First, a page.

In February, New Edgecliff Theatre will join a long tradition of productions of Tennessee Williams’ THE GLASS MENAGERIE utilizing casts of color
In this 20th century “memory play,” we see the Wingfield family caught up in a painful struggle between illusion and reality, and the means employed by each of them to escape that struggle. Originally conceived by Williams in 1944 as a Depression-era dysfunctional white family, the play has nonetheless been frequently staged with African-American or multi-ethnic casts – the first being a production by the Howard Players at Howard University in 1947.
In Philip C. Kolin’s article “Black and Multi-Racial Productions of Tennessee Williams’ The Glass Menagerie,” he states, “Black and multi-ethnic productions of THE GLASS MENAGERIE…liberate the subtext from racially-imposed constraints.” He goes on to say, “In fact, I have argued that it is only through a production of a Williams play with an all-Black cast that certain dimensions of the subtext can be realized and released.”
NET Producing Artistic Director Jim Stump explains why he was compelled to further explore this approach: “Last year I was listening to an interview with a sociologist about a book she had written. It was a history of the matriarchal single-parent African American family. It discussed, among other things, the separation of family members during slavery, the need to travel great distances for work in the antebellum era, and the disassociation of many soldiers returning from war in the first half of the Twentieth Century. As she was discussing fracturing of the African American family during this time, it made me think of the family in Tennessee Williams’ THE GLASS MENAGERIE. The more I considered it, the more I realized this story could have been about any family, regardless of cultural background. And with recent events in American society, I thought it was more important to present a story that would make audiences think about the concerns we all share – family, happiness, success – rather than one that reinforces our differences.”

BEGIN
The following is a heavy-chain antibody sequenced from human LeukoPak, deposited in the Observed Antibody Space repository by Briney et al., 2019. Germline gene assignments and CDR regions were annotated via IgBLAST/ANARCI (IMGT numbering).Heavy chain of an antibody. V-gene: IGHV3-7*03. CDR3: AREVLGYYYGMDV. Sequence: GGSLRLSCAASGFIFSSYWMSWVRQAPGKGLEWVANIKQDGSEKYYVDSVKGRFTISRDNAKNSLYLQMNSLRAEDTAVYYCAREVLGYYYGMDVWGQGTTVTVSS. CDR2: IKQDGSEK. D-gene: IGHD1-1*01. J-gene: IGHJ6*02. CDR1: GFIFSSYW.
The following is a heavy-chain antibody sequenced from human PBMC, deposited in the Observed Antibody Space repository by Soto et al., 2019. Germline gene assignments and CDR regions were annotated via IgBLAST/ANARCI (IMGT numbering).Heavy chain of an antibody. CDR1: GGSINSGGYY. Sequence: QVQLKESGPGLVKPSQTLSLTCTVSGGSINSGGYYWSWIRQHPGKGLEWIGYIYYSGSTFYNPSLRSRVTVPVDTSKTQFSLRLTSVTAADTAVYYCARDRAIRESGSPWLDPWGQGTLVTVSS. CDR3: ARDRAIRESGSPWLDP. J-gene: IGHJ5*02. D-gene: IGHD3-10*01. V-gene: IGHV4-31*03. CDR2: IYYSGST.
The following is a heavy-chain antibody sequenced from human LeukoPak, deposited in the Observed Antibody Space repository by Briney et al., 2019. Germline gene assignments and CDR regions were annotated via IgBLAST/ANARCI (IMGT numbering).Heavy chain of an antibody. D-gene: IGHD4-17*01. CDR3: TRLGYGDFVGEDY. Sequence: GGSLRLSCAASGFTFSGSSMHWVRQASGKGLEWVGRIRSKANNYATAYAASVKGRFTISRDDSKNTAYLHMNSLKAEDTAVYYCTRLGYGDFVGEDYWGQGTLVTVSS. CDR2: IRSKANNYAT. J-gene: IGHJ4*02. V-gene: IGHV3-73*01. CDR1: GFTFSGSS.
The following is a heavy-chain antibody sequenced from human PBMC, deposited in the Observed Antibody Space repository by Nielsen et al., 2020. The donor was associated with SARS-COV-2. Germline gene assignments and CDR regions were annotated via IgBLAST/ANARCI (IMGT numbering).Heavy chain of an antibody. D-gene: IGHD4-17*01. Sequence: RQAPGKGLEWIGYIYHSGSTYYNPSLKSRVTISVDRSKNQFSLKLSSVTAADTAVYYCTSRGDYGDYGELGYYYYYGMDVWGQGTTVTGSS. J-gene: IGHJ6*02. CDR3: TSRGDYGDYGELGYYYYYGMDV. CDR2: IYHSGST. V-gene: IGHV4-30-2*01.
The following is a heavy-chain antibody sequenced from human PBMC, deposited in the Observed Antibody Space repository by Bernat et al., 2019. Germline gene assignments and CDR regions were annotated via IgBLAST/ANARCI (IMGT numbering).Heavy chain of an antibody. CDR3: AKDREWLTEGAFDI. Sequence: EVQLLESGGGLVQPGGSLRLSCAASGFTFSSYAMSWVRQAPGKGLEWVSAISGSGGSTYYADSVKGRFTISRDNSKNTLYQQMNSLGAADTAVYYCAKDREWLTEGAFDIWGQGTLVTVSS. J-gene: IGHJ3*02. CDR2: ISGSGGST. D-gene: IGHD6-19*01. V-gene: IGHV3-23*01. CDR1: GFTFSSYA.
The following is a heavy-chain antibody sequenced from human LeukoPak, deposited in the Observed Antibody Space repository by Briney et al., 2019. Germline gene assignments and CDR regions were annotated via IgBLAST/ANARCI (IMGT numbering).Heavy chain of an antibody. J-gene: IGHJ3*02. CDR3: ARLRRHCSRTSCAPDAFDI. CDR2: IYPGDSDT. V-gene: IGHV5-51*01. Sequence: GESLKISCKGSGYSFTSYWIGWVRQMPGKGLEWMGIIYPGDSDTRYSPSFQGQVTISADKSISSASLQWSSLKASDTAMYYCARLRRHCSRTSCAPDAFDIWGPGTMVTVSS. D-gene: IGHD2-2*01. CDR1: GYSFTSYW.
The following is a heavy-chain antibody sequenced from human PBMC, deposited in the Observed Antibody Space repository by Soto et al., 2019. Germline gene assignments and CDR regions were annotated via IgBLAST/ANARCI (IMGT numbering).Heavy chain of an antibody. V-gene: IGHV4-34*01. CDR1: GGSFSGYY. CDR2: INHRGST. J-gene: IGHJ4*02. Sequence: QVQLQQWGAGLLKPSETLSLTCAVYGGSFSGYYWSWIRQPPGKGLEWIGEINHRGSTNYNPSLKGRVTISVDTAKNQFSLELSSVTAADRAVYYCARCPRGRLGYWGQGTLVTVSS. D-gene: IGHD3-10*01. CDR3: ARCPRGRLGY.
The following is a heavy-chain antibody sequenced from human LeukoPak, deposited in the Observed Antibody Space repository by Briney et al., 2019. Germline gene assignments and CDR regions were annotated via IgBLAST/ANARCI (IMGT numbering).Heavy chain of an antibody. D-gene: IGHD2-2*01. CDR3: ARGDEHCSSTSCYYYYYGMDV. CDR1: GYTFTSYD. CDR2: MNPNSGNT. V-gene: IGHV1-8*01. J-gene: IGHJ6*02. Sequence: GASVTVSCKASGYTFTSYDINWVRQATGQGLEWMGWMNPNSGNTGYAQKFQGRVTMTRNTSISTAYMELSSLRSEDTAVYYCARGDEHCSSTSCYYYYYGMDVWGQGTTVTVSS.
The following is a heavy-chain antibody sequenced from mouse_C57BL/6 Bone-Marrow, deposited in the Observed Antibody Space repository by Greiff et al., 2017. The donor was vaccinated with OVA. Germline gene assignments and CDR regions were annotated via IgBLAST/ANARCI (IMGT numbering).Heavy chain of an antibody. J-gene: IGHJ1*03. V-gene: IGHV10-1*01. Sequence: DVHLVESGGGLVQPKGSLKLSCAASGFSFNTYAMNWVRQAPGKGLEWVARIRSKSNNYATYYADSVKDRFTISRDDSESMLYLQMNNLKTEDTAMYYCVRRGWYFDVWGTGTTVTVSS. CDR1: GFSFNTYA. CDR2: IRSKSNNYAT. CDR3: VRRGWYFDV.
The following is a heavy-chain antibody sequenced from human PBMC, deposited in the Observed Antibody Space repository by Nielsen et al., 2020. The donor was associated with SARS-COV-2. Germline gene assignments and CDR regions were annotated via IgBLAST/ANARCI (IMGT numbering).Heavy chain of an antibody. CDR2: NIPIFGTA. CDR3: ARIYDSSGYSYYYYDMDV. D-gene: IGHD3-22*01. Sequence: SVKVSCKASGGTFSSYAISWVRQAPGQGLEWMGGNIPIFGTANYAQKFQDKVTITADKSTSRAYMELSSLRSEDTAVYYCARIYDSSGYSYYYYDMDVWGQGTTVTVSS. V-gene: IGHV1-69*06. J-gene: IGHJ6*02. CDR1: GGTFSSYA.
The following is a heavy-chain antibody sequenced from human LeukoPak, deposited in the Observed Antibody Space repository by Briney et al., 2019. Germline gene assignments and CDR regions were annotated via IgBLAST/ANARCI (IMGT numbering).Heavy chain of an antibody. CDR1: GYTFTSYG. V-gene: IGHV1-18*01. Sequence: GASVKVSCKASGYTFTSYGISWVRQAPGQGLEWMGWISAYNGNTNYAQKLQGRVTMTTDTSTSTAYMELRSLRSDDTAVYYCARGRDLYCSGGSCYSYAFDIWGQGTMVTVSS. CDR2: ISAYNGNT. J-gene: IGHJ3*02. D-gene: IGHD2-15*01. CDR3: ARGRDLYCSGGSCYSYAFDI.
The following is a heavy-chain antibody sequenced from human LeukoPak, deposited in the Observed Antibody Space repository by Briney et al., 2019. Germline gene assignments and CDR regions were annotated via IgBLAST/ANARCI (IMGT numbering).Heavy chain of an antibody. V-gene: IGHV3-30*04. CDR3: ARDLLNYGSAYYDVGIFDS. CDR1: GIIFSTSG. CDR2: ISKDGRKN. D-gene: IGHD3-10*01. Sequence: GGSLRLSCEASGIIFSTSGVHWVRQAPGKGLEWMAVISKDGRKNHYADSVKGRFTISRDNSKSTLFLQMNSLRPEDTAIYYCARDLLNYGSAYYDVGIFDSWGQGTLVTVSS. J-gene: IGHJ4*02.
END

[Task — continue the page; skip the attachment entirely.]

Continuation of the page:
Taking the helm in this production will be NKU professor Daryl Harris (recently named a Fulbright Specialist), who returns after directing two previous NET productions: Athol Fugard’s Master Harold…and the boys and David Mamet’s Race. The cast will feature Talia Brown, Landon E. Horton, Keisha Kemper and Andrew Ornelas. Of Harris, Stump says, “Once I settled on this approach, my first call was to Daryl Harris. His passion for storytelling and his background in multi-cultural performance was the ideal combination for a project like this.”
In the play, Amanda Wingfield is a faded, tragic remnant of Southern gentility, living in poverty in a dingy St. Louis apartment with her son, Tom, and her daughter, Laura. Amanda strives to give meaning and direction to her life and the lives of her children, though her methods are ineffective and irritating. Tom is driven nearly to distraction by his mother’s nagging and seeks escape in alcohol and the world of the movies. Laura also lives in her illusions. She is crippled, and this defect, intensified by her mother’s anxiety to see her married, has driven her more and more into herself.
THE GLASS MENAGERIE by Tennessee Williams
February 9-25 2017, all performances 7:30 p.m.
The Hoffner Lodge, 4120 Hamilton Ave, Cincinnati, OH 45223
About the play: Amanda Wingfield is a faded, tragic remnant of Southern gentility, living in poverty in a dingy St. Louis apartment with her son, Tom, and her daughter, Laura. Amanda strives to give meaning and direction to her life and the lives of her children, though her methods are ineffective and irritating. Tom is driven nearly to distraction by his mother’s nagging and seeks escape in alcohol and the world of the movies. Laura also lives in her illusions. She is crippled, and this defect, intensified by her mother’s anxiety to see her married, has driven her more and more into herself. The crux of the action comes when Tom invites a young man of his acquaintance to take dinner with the family. Jim, the caller, is a nice ordinary fellow who is at once pounced upon by Amanda as a possible husband for Laura. In spite of her crude and obvious efforts to entrap the young man, he and Laura manage to get along very nicely, and momentarily Laura is lifted out of herself into a new world. But this crashes when, toward the end, Jim explains that he is already engaged. The world of illusion that Amanda and Laura have striven to create in order to make life bearable collapses about them. Tom, too, at the end of his tether, at last leaves home.
A drama of great tenderness, charm and beauty, “The Glass Menagerie” is one of the most famous plays of the modern theatre.